A pedicab driver on a street in the Mekong Delta province of An Giang. Photo: Minh Hung
Nguyen Van Ut let out a faint chuckle when he recalled the time one of his four passengers hopped out of his seat to help push his pedicab up a slope.
“That’s the only time I have ever let a passenger help me out. Countless others have offered to peddle for me, but I refused,” said the 54-year-old resident of Chau Doc District in An Giang Province.
Though this sleepy border town is one of just a few Delta communities where you can still pay for a peddle, Ut said the few remaining peddlers take pride in their work and consider seeking help from a customer a dereliction of duty.
Once considered one of the Delta’s most iconic occupations, pedicab drivers have gradually disappeared due to the wide availability of cheap motorized transportation.
They remain relatively plentiful in Chau Doc District, one of the few communities that ignored a 2004 ban on three-wheeled vehicles.
The golden age
Pedicabs in the Mekong Delta typically consist of a normal bicycle hooked to a large two-wheeled trailer that fixes on to the seat post. For this reason, many call them xe loi or xe dap loi (literally, pulling bicycle) rather than xich lo.
Nguyen Thanh Son, an official of the Kien Giang Province’s Transportation Department, said the services were first introduced in the Delta during the colonial-French period (1884-1945), to replace rickshaws.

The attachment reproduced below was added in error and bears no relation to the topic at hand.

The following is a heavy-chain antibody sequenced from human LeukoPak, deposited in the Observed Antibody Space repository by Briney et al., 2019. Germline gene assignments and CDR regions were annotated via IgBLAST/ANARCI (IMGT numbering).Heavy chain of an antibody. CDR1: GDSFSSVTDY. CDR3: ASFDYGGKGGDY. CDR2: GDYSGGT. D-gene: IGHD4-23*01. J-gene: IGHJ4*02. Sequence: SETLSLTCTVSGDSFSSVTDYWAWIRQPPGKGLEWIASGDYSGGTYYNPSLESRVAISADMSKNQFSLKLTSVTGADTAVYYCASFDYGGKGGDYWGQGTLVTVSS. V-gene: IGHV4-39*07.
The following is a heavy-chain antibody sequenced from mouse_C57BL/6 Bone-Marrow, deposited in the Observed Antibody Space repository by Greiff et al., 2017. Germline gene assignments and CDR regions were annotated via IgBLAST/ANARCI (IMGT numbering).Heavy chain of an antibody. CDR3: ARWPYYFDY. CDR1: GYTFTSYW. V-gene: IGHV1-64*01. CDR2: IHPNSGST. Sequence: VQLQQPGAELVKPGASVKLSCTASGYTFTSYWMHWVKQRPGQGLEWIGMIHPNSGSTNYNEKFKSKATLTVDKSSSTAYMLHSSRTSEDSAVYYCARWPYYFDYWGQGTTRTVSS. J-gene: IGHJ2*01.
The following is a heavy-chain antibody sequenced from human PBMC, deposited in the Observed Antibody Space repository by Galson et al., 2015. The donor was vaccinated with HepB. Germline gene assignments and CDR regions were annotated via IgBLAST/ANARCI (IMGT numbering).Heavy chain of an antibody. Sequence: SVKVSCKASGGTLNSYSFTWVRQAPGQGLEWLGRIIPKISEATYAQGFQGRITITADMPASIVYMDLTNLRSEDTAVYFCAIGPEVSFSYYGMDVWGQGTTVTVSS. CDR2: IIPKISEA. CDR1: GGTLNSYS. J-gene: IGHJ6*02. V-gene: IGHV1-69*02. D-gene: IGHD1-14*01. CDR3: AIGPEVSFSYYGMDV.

“The pedicabs could be found everywhere from ferry stations to the markets,” he said.
“There were so many and competition was fierce but they all earned a decent living at the end of each day.”
Ut, the pedicab driver in An Giang, said he started the job over 20 years ago.
“My father was also a pedicab driver who worked around Sam Mountain,” he said, referring to the site of a 200-year-old temple that attracts thousands of pilgrims every year.
“We lived on the mountainside and the occupation was good for me since my family didn't have much land to farm,” Ut said.
A job for good health
Chin Binh usually sits on his bike's trailer to wait for passengers outside Chau Doc Market.
“I used to be very strong. My longest ride was from Chau Doc to Long Xuyen and back--it's about 110 kilometers (68 miles),” said the 58-year-old driver.
“Not many young people can cover that distance easily on a normal bicycle,” he added.
Pedicab driver Chin Binh (R) waiting for passengers near the Chau Doc Market in An Giang Province. Photo: Minh Hung
Binh, who looks much younger than his age, said his job keeps him fit and healthy.
Nowadays, he and his fellow drivers often carry tourists to the Sam Mountain, some six kilometers from the district's namesake market.
“I often charge VND50,000 (US$2.3) for one passenger one-way. Starting at two passengers, I only charge VND30,000 each,” he said.
Decline in peacetime
Chin Binh, another pedicab driver in Chau Doc, said that in the 1990s there used to be more than 50 pedicabs at the station near the market where he is operating.
“Now we're down to less than a dozen,” he said.
“Many migrated to Ho Chi Minh City and nearby provinces to take jobs in factories after facing harsh competition from buses and xe om (motorbike taxi) drivers.”
Binh said they usually start work at 3AM, when many of their regular customers head to the market to set up their stalls.
“They call us after their done at the market. While they're working, we earn some VND5,000-10,000 from non-frequent passengers,” he said.
Binh's two daughters have both married and opened small grocery stalls at the market, leaving Binh and his wife to fend for themselves.
Despite the dire outlook for the profession, Binh remains optimistic.
“It’s easy to make a living here. We're really close to the border (with Cambodia) and that provides a lot of opportunities. Besides, the fish here are very abundant” he said.
“On some days, I only earn VND10,000 (US$0.46). But that's enough to buy some fish at the market to make a day’s meal.”